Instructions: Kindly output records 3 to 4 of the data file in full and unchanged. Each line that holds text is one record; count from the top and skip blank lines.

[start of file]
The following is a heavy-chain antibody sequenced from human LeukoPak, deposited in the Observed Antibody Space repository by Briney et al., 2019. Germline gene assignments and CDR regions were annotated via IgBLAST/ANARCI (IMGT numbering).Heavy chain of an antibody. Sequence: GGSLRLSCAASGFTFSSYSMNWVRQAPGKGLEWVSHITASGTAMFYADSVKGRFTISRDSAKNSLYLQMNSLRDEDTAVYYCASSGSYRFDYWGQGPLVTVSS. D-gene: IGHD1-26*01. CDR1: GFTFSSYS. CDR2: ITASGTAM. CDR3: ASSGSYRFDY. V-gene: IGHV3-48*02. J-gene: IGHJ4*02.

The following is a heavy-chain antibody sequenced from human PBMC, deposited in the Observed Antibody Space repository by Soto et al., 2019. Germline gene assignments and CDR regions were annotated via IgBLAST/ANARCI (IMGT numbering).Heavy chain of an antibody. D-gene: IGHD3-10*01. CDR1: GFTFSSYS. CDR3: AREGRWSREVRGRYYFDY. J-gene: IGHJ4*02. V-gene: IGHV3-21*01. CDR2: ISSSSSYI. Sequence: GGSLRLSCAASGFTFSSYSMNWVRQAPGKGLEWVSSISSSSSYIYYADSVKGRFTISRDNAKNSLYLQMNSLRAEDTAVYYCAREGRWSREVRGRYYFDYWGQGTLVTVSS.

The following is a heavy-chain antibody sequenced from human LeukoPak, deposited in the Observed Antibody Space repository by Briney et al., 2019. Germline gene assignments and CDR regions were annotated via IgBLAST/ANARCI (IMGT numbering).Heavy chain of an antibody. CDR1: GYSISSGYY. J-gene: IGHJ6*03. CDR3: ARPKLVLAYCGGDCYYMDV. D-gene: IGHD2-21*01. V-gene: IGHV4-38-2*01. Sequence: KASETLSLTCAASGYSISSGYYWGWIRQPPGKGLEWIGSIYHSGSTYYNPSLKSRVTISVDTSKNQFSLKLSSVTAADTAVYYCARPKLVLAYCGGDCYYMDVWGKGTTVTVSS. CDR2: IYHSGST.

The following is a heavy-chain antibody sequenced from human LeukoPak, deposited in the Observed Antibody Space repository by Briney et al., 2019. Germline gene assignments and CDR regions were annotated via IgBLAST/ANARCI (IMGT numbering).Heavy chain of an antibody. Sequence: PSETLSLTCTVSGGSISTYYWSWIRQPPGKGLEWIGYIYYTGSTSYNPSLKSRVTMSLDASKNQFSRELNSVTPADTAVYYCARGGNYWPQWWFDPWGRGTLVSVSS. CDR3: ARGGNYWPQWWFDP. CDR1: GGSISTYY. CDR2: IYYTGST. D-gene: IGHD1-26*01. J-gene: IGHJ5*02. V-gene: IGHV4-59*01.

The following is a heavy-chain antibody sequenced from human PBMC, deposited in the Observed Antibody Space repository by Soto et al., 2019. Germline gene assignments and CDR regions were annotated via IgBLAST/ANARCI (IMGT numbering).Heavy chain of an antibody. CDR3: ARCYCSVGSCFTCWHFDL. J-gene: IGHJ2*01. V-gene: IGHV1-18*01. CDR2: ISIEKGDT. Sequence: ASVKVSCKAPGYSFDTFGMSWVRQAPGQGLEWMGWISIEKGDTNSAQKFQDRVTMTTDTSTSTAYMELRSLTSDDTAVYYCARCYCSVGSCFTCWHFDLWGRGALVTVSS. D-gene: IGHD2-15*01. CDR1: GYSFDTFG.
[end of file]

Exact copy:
The following is a heavy-chain antibody sequenced from human LeukoPak, deposited in the Observed Antibody Space repository by Briney et al., 2019. Germline gene assignments and CDR regions were annotated via IgBLAST/ANARCI (IMGT numbering).Heavy chain of an antibody. CDR1: GYSISSGYY. J-gene: IGHJ6*03. CDR3: ARPKLVLAYCGGDCYYMDV. D-gene: IGHD2-21*01. V-gene: IGHV4-38-2*01. Sequence: KASETLSLTCAASGYSISSGYYWGWIRQPPGKGLEWIGSIYHSGSTYYNPSLKSRVTISVDTSKNQFSLKLSSVTAADTAVYYCARPKLVLAYCGGDCYYMDVWGKGTTVTVSS. CDR2: IYHSGST.

The following is a heavy-chain antibody sequenced from human LeukoPak, deposited in the Observed Antibody Space repository by Briney et al., 2019. Germline gene assignments and CDR regions were annotated via IgBLAST/ANARCI (IMGT numbering).Heavy chain of an antibody. Sequence: PSETLSLTCTVSGGSISTYYWSWIRQPPGKGLEWIGYIYYTGSTSYNPSLKSRVTMSLDASKNQFSRELNSVTPADTAVYYCARGGNYWPQWWFDPWGRGTLVSVSS. CDR3: ARGGNYWPQWWFDP. CDR1: GGSISTYY. CDR2: IYYTGST. D-gene: IGHD1-26*01. J-gene: IGHJ5*02. V-gene: IGHV4-59*01.